Miedvied/Vines

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Vines

Vines was a sport that originated in the great forests of the East, but whose popularity has spread throughout Creation. A game played naturally amidst the huge trees and rampant vines of the East, or in artificial arenas in the more sorcerously-rich Empire, it is considered a sport that makes such intense use of a contestant's physical prowess and combative abilities that it is a second to War in resolution of conflict only insofar as no one is likely to give you a title of nobility for owning a good team.

The game was - and continues to be, locally - played amidst an arena consisting of large though sparsely distributed trees, and a great number of vines. The arena is three-dimensional in nature, with minimum and maximum heights of play, as well as horizontal boundaries. Artifical arenas in the Blessed Isle tend to be spherical in nature. Imperial standard arenas are three hundred yards (length between goals), by one hundred yards (width), by fifty yards (height), with a minimum height off the ground of twenty yards.

The center of the arena contains the highest density of trees, while vines are thickly distributed throughout. (This tends to obscure vision when played normally, though Imperial arenas use flexible crystal vines and clarity spells on the trees, so as to make the entire arena fairly transparent. Players wear tinted goggles to help them see.)

Teams consist of six players each; two players on the defense, two on the offense (which may move only by vines), a captain (which may move wherever he likes), and a goalie (who is situated in the hollowed trunk of a tree which serves as a goal; in the East it is usually a man-sized hole, though players will settle for whatever they can find of equal sizes for both goals. In the Empire, official standard sizes are eight feet in height by fifteen feet in width and six feet in depth).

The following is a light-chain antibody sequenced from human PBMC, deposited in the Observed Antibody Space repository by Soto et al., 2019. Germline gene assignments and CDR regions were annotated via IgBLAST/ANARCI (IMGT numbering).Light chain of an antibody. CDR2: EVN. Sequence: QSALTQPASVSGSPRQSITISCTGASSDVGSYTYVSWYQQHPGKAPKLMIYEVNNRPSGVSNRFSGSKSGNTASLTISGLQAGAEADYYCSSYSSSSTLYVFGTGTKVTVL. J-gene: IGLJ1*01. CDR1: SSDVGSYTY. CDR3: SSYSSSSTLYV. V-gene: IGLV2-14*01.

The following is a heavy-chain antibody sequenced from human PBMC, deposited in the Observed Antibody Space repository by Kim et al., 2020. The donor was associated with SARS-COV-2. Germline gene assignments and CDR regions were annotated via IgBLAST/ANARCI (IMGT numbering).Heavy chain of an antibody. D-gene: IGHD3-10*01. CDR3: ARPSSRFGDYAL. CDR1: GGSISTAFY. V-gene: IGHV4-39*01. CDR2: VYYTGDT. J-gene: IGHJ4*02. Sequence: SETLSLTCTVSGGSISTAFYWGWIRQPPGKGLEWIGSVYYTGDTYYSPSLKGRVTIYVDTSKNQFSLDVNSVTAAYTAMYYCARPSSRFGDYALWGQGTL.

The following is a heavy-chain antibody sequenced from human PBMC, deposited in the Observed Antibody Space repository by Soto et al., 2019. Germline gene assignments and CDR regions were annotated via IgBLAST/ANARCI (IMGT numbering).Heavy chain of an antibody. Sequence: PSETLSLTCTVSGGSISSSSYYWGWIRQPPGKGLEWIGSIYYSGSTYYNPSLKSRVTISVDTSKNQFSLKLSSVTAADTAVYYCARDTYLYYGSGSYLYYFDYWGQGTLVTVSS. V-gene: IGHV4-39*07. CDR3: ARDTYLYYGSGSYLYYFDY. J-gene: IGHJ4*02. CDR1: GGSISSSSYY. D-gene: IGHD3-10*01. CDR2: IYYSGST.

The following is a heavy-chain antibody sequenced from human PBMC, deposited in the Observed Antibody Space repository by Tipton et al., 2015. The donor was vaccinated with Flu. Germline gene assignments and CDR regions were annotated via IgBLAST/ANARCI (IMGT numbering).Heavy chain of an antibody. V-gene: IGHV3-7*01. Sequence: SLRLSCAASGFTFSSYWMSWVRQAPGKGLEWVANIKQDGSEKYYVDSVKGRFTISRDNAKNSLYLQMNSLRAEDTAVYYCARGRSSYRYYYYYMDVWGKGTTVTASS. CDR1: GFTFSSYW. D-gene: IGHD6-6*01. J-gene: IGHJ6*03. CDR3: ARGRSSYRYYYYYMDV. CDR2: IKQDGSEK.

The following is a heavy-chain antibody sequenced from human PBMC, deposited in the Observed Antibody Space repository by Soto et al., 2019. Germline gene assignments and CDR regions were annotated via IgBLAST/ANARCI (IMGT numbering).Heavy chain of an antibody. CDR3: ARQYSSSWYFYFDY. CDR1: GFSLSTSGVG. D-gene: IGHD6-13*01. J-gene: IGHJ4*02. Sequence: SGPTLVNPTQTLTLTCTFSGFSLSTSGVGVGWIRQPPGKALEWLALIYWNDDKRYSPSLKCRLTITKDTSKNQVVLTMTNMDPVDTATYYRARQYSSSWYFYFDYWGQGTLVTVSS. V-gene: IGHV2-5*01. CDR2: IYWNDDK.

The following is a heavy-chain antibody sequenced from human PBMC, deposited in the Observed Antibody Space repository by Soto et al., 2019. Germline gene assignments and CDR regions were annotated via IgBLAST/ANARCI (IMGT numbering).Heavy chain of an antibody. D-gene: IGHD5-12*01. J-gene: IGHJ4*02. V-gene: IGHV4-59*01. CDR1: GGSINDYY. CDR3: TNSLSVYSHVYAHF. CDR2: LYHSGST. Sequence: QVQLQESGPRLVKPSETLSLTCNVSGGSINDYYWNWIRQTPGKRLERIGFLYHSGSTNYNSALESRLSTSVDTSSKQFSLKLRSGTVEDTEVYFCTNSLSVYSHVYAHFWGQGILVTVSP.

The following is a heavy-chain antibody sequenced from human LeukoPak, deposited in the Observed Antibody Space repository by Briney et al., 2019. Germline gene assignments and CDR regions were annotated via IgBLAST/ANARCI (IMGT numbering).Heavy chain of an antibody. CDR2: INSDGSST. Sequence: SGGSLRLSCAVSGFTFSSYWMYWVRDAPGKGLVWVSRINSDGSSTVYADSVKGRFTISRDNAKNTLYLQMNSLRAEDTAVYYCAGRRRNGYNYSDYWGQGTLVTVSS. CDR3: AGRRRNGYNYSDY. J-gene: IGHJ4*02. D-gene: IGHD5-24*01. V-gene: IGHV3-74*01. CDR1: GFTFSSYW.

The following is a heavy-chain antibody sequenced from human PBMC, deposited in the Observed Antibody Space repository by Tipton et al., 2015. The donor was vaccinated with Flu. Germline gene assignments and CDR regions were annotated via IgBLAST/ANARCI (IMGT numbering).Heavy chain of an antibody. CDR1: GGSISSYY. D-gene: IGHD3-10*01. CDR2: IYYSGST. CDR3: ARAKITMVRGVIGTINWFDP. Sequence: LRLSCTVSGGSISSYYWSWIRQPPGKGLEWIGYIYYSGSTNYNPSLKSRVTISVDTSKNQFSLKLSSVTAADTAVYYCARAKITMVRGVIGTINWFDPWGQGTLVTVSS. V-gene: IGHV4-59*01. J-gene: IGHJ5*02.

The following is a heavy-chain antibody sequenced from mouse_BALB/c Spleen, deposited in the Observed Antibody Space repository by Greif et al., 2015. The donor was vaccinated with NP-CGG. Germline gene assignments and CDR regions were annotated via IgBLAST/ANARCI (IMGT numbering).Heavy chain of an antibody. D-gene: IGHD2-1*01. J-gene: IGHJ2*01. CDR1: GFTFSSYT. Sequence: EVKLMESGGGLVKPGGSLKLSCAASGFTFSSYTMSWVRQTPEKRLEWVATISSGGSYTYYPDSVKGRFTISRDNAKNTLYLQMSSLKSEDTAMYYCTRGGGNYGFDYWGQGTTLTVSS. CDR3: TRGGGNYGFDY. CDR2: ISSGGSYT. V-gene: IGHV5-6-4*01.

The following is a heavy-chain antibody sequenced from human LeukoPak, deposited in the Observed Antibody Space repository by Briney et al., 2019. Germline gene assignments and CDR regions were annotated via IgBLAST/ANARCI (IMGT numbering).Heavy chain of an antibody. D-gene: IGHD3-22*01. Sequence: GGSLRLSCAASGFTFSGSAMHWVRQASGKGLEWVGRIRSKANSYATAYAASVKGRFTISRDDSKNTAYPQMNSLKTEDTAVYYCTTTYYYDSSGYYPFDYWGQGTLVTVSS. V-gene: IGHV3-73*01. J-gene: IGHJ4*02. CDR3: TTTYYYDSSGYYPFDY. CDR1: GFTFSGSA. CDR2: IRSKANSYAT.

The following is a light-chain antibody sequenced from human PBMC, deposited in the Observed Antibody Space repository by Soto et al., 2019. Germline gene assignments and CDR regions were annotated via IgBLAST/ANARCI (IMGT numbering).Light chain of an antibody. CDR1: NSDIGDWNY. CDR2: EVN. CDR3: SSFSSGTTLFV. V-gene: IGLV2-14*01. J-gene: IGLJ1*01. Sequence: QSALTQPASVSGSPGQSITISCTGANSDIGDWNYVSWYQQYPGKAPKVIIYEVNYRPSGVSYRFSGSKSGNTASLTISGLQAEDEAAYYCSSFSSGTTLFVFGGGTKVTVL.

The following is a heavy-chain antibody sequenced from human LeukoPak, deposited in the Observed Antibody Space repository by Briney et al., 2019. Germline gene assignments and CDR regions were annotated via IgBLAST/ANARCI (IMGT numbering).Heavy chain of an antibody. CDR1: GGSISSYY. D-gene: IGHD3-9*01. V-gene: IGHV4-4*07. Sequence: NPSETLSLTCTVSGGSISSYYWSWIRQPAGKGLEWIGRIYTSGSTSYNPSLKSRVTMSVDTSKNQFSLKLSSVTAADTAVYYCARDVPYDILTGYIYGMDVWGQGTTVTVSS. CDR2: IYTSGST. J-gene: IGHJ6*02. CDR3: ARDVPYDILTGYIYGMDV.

The gameplay itself centers around a ball of tree sap, thickened with flour and chilled in river-water until it becomes an almost-solid slightly-malleable spheroid. The sap itself tends to cause a certain state of euphoria in those that handle it with bare hands; all players wear a hook-shaped hollowed scoop for catching and throwing the ball (the hooks are known as "straps", and the ball as "cordons"), as well as a large metal claw for grasping a hold of trees (though some unscrupulous players - also known as everyone - occasionally use them for mauling other players). Only the goalie does not wear a claw; he receives two straps. In the East, players' uniform is a loincloth, and a full-body oiling which prevents one from accruing too much poison from the cordon. In the Empire, players tend to wear tight but restrictive clothing - a thong, bra, and a layer of oil are not uncommon. There is a ban on magical accoutrements in the arena; no charms of even the most insignificant sort are officially allowed. All players are carefully checked before every match, and at half-time. (Though it is not entirely unknown to bribe a referee into allowing a slightly enhanced oil or the like, gross enchantment has never been known to find it's way into the arena - the risk is great, in that a player caught cheating is gauranteed to lose his career, and chances being beaten, crippled, and sold into slavery by the owner whose money he squandered.)